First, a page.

Bee-centered beekeeping takes a different approach than conventional beekeeping. The aim is to do things the way the bees themselves would do them.
One of my top bar hives was going strong all spring and then a few weeks ago, their population started sliding. I generally don’t open my hives much, preferring to see what’s happening by watching behavior at the entrance and through the observation windows. But after a few weeks of slow decline, I wondered if they’d lost their queen, so today I opened the hive up.
Starting at the back, I slowly went one bar to the next, looking at honey production (moderate but steady), the cleanliness of the hive (one wax moth larvae fell out of a comb joint when I moved it and was immediately pounced upon by a maiden bee), and to see if there was any new activity in the brood chamber.
I rarely go in the brood chamber and when I did today, the maidens clustered over the brood cells to keep the larvae warm. I found plenty of brood of different ages including tiny floating cells with squirmy white larvae, which meant there is a Queen and she is laying.
On the next brood comb I saw the Queen busy laying eggs. She was downy with a fuzzy abdomen which told me she’s a young queen but I didn’t know how young. And then on the next frame I saw a single queen cell built right in the middle of the comb, the cell she was born in! This is a clear sign of the hive’s intelligence, they knew to replace an older weak queen with a strong new queen and they called her into being all on their own, without a human “replacing a queen.” (supercedure) This is bee-centered beekeeping in action!
To show the difference, here is what are commonly called “swarm cells,” a multitude of queen cells usually gathered along the bottom or sides of the combs.
Bee-centered beekeeping: Bees create a supercedure cell
The bees created a supercedure cell, not a batch of swarm cells. Supercedure cells are usually singular, often in the center of a comb. The supercedure queen is created to replace a weak queen who is not laying with her same virility. She’s generally at the end of her time and even her royal queen scent — a powerfully important aspect of her presence in the hive — has begun to fade.
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In swarming, part of the hive would leave with the old queen who is strong and ready to turn this swarm into a new settled colony. The colony in my hive, however, did not swarm; once the new “replacement” queen hatched, the colony stayed together and continued on with their new young queen. Unlike swarming, this situation is barely a blip in their behavior. The daughter-queen steps in as the mother-queen recedes.
In my experience, I have a few times found the old queen in the hive after being replaced, still being loosely cared for, but no longer celebrated as the queen. Supercedures are planned retirements.
Swarm cells are multiple queen eggs, created most often along the bottom and the edges. The two kinds of cells have a different purpose. Swarm cells are a response to the colony’s abundance. Supercedure cells are made to fix a problem, and to do that without drama.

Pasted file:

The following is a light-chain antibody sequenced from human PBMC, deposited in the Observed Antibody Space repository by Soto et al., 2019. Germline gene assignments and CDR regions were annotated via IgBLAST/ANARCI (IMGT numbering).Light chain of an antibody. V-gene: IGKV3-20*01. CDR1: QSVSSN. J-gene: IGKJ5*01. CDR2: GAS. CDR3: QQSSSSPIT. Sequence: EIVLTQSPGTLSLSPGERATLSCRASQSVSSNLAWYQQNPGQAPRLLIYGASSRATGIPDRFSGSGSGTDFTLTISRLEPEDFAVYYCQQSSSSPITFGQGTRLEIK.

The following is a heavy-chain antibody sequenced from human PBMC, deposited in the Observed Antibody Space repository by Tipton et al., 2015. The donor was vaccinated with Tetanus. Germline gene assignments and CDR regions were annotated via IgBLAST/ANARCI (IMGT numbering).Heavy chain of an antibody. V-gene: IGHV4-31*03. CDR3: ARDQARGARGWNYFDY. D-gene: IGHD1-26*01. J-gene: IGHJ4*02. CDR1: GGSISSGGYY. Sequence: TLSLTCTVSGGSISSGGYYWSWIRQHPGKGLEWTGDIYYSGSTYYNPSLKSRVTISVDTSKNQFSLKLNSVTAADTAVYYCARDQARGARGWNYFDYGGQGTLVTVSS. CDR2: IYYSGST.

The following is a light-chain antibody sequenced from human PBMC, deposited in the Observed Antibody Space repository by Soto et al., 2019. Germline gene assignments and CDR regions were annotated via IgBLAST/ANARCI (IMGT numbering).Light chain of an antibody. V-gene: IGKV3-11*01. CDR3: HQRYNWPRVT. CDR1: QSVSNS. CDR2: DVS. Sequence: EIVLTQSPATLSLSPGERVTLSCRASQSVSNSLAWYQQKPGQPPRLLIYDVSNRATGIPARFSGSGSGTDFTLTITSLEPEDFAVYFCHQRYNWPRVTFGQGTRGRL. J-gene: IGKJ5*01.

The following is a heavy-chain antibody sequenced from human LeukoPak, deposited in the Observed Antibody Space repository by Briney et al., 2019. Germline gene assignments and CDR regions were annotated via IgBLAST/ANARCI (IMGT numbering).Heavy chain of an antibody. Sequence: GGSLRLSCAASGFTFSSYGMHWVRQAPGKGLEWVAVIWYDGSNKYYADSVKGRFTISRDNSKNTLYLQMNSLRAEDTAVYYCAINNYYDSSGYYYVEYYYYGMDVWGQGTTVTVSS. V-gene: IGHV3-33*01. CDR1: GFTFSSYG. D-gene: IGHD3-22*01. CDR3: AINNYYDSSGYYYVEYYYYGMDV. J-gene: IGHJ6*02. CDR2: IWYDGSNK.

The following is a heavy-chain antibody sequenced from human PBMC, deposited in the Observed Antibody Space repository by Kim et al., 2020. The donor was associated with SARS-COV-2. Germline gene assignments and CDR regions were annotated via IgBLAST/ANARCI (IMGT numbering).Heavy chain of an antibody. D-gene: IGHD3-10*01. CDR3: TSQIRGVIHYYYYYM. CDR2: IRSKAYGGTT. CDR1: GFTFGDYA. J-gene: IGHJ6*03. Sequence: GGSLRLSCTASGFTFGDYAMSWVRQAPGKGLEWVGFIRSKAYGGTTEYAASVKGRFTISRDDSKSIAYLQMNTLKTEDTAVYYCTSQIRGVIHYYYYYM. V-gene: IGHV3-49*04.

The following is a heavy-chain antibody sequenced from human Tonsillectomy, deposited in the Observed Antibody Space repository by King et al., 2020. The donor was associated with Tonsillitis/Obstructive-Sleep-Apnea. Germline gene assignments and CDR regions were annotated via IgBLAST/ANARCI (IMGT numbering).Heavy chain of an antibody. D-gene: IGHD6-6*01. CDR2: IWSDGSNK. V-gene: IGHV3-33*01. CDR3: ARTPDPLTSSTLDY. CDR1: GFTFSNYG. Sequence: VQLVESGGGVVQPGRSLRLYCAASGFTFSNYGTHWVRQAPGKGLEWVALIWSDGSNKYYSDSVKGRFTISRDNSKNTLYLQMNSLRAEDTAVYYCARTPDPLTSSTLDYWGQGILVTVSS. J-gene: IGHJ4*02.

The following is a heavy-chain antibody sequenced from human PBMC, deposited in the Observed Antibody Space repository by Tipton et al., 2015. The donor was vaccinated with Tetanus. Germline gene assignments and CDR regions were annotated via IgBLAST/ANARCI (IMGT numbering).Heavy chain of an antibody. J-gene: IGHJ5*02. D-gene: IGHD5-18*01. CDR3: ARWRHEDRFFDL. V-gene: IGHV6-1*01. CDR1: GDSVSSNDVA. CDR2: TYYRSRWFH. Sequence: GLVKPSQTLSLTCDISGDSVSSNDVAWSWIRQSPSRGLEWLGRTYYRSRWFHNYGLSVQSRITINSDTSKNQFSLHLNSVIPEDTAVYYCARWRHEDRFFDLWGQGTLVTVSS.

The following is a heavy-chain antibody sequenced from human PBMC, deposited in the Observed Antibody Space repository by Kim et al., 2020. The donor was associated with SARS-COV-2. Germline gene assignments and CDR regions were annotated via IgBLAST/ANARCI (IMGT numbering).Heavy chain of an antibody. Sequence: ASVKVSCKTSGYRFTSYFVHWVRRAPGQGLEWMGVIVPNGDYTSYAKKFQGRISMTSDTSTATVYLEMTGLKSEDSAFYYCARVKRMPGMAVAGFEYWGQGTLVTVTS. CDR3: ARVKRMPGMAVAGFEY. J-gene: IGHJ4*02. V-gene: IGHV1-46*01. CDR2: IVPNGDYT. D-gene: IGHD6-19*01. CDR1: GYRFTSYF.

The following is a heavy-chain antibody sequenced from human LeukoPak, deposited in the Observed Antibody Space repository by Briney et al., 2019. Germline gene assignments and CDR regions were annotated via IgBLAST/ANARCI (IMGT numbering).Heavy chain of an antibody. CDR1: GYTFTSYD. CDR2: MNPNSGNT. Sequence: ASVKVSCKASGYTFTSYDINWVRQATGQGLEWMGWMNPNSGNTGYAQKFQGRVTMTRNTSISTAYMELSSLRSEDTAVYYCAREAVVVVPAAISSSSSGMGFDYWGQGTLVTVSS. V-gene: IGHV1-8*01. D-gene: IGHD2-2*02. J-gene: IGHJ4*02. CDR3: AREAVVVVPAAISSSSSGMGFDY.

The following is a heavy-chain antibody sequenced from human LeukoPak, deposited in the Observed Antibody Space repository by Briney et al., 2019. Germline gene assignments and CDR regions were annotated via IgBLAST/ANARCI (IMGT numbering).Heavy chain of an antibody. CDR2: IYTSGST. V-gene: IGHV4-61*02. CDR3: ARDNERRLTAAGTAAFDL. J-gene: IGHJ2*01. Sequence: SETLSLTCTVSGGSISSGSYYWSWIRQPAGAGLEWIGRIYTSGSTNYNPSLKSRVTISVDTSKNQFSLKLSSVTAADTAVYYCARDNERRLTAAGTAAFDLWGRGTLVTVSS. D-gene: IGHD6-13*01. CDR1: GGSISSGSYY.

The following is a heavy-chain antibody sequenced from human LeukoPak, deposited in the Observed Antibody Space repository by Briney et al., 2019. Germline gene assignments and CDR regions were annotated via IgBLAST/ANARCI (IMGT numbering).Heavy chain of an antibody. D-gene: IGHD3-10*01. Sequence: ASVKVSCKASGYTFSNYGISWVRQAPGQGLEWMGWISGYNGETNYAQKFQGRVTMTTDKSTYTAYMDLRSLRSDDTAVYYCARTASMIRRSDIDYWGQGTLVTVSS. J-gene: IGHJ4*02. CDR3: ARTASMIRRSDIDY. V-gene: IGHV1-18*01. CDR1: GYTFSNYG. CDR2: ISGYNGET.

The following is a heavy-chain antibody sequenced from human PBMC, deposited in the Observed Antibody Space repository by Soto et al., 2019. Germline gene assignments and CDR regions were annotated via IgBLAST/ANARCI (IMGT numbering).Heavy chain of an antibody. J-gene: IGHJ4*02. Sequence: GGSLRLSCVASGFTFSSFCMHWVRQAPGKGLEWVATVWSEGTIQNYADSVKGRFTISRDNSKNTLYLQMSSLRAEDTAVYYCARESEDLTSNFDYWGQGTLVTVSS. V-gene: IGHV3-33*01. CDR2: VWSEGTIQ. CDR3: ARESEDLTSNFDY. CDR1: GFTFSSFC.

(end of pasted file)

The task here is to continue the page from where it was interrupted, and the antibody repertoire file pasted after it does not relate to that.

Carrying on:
This is why I don’t “buy queens.” A good hive knows when and how to replace a queen when they need to. This queen had hatched, mated, and was now doing her job. The slow-down I saw was the time it took for the new queen to birth, grow into sexual maturity, and take over the mother task. This is bee-centered beekeeping in action. Within the coming week I expect to see a quick upsurge in this hive’s population, and all will be well again.
This hive also had a brood gap which is a great way to get rid of mites. Let’s say the retired queen stopped laying (through death or being gently removed from her duties). There’s a good chance there next came a period of time when the new queen wasn’t prepared to lay yet. If that brood gap lasted a few short weeks until the last of the old queen’s brood hatched, that may have meant any pregnant mites in the colony couldn’t find bee larvae upon which to lay their eggs. This may even be one of the reasons the hive intelligence decided to replace their queen in the first place, as a method of mite reduction.
Had the beekeeper replaced that queen, the whole healing they designed would have been thwarted.
Lesson for Bee-Centered Beekeepers
A failing queen will be replaced by the colony if you let them do their job. When the average beekeeper sees a reduction in activity, the first thought in their head is to “replace the queen,” but replacing a queen means that colony will completely die out once the old queen’s children have died, and with them, all their knowledge of the local area.
Squishing an old queen and replacing her with a new queen should be an extreme rarity (I’ve never done it, nor have many of my learned bee friends). With so many people taking up queen-rearing these days, I suspect many of the times a queen is replaced is because they are so easily available. “I got stung — replace the queen!” “My bees aren’t building up fast enough — replace the queen!” “There’s not enough nectar coming in — replace the queen!” “It’s spring — time to replace the queen!”
I don’t believe this action is well thought out. We need to stop changing queens like we change our clothes. If there’s a slowdown in activity, there’s a good chance it’s perfectly natural and well-timed. This is at the heart of bee-centered beekeeping.
Replacing queens? I don’t follow that path. I prefer to let the bees do this themselves, which they will. To be a true adherent to bee-centric beekeeping, all the beekeeper has to do is wait and let the hive handle it by creating a new queen all on their own. A queen the colony cared for and nurtured and, from the moment she was born, who they love deeply. Long live the Queen!